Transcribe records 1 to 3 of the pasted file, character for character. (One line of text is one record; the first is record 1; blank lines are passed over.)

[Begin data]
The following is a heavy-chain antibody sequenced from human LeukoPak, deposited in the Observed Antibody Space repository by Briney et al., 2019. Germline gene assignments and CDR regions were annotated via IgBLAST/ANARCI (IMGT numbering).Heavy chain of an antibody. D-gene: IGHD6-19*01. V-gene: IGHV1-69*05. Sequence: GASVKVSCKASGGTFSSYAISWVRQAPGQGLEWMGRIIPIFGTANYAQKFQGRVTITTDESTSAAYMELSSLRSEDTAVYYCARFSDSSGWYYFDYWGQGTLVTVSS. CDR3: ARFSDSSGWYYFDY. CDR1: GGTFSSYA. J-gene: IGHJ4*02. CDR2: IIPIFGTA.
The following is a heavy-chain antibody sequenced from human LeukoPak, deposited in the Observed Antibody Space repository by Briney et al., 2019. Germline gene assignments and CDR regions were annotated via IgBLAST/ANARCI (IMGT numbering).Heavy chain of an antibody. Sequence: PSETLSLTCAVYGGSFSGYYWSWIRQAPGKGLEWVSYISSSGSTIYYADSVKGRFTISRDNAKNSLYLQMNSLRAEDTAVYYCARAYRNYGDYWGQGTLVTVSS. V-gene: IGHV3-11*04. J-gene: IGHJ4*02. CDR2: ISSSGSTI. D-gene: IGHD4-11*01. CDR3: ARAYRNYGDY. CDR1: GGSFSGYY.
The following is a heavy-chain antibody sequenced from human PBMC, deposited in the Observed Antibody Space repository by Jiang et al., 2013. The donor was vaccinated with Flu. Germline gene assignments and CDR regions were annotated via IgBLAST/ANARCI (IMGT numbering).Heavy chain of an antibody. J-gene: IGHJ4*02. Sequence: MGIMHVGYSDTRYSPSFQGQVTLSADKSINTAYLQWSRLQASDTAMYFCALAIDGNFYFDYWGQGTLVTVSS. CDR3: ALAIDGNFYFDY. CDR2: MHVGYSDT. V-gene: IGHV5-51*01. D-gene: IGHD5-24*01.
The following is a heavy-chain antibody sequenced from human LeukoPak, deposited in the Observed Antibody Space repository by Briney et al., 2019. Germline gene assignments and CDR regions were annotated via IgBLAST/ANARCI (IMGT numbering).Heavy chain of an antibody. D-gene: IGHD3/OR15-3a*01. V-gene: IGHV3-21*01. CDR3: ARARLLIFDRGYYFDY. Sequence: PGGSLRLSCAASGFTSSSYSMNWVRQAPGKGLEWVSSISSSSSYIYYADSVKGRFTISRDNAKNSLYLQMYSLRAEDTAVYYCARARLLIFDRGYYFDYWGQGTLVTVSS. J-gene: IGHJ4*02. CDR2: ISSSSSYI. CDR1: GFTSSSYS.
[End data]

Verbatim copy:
The following is a heavy-chain antibody sequenced from human LeukoPak, deposited in the Observed Antibody Space repository by Briney et al., 2019. Germline gene assignments and CDR regions were annotated via IgBLAST/ANARCI (IMGT numbering).Heavy chain of an antibody. D-gene: IGHD6-19*01. V-gene: IGHV1-69*05. Sequence: GASVKVSCKASGGTFSSYAISWVRQAPGQGLEWMGRIIPIFGTANYAQKFQGRVTITTDESTSAAYMELSSLRSEDTAVYYCARFSDSSGWYYFDYWGQGTLVTVSS. CDR3: ARFSDSSGWYYFDY. CDR1: GGTFSSYA. J-gene: IGHJ4*02. CDR2: IIPIFGTA.
The following is a heavy-chain antibody sequenced from human LeukoPak, deposited in the Observed Antibody Space repository by Briney et al., 2019. Germline gene assignments and CDR regions were annotated via IgBLAST/ANARCI (IMGT numbering).Heavy chain of an antibody. Sequence: PSETLSLTCAVYGGSFSGYYWSWIRQAPGKGLEWVSYISSSGSTIYYADSVKGRFTISRDNAKNSLYLQMNSLRAEDTAVYYCARAYRNYGDYWGQGTLVTVSS. V-gene: IGHV3-11*04. J-gene: IGHJ4*02. CDR2: ISSSGSTI. D-gene: IGHD4-11*01. CDR3: ARAYRNYGDY. CDR1: GGSFSGYY.
The following is a heavy-chain antibody sequenced from human PBMC, deposited in the Observed Antibody Space repository by Jiang et al., 2013. The donor was vaccinated with Flu. Germline gene assignments and CDR regions were annotated via IgBLAST/ANARCI (IMGT numbering).Heavy chain of an antibody. J-gene: IGHJ4*02. Sequence: MGIMHVGYSDTRYSPSFQGQVTLSADKSINTAYLQWSRLQASDTAMYFCALAIDGNFYFDYWGQGTLVTVSS. CDR3: ALAIDGNFYFDY. CDR2: MHVGYSDT. V-gene: IGHV5-51*01. D-gene: IGHD5-24*01.